Wizord, now somewhat enchanted by humankind, sports an I ❤ NY t shirt and goes back to Central Park where he had frozen the two police officers in statue form. Wizord then reanimates the statues, explaining that he has the power to do good in the world. Of course, onlookers didn’t believe him, but they were stunned by his display of real-life magic. Wizord has officially made himself a hero to humanity – a race that he apparently had been sent to destroy.

Wizord, newly human-acting, gets a haircut and gets fitted for a new suit. Margaret decides that she, too, wants to be marketable, showing Wizord a photo of a cute koala. The duo picks out a bad ass motorcycle and rent a penthouse office space as the local media reports on the emergence of this new hero for hire. Margaret becomes a trending topic on social media and Wizord travels the country, meets with the United Nations, and begins running his wizard business.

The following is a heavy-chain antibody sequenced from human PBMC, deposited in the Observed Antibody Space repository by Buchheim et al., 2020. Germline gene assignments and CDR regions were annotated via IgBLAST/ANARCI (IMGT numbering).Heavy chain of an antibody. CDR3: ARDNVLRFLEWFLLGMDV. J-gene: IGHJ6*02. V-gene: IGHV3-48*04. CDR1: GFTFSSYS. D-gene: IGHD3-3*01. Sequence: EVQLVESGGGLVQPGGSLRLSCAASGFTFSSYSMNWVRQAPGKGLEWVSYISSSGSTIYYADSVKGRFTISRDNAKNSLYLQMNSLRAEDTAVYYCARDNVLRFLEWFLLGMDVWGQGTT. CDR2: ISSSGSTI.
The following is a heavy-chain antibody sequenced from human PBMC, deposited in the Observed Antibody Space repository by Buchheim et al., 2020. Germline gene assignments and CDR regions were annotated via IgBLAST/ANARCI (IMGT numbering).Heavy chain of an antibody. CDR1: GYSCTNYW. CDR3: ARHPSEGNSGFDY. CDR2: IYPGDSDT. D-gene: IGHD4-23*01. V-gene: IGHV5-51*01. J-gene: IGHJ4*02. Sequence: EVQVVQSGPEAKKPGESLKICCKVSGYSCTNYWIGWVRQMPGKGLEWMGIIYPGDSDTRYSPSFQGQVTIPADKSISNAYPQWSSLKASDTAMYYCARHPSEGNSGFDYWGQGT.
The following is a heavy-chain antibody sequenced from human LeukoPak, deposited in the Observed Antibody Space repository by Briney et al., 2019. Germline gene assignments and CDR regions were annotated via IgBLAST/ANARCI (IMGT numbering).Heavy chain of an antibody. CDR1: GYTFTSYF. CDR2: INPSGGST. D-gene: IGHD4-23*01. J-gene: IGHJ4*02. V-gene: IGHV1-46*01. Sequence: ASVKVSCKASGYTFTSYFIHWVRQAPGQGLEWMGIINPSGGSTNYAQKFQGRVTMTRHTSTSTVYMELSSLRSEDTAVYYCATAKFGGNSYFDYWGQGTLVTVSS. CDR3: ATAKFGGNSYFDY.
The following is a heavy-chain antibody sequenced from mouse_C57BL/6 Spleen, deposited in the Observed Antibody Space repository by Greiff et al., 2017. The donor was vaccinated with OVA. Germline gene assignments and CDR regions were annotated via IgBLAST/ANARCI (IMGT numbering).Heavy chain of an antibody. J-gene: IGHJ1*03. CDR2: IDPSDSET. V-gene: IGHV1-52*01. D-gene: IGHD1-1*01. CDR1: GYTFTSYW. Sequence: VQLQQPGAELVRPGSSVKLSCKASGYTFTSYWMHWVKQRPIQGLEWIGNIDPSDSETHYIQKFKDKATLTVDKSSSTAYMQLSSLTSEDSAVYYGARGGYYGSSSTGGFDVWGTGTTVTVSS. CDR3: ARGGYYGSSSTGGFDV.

Finally, the scene switches back to the fight between Wizord and Cornwall. Cornwall tells Wizord that Sizzajee is not happy that he didn’t complete his mission. The backstory is further built up as he teases him that a female, perhaps a romantic interest, was also not happy with Wizord’s failure. The fight becomes a stereotypical superhero fight, spilling into Yankee Stadium, where Wizord finishes off Cornwall in the middle of a baseball game in front of tens of thousands of people. We learn that Wizord and Cornwall both worked for Sizzajee. Wizord declares that he will no longer be anybody’s slave. His brief exposure to freedom has completely changed his attitude about everything.

Meanwhile, there is a cut to a place called “The Hole World,” where the mysterious Sizzajee selects another one of his minions to come to Earth and take on Wizord. We also meet his Hole World love interest, Ruby Stitch, who requests to go and seek out Wizord herself. Wizord, confused and perhaps overreacting, shrinks the entire baseball stadium into a size that fits in the palm of his hand, as the Wizord declares that he’s here to help.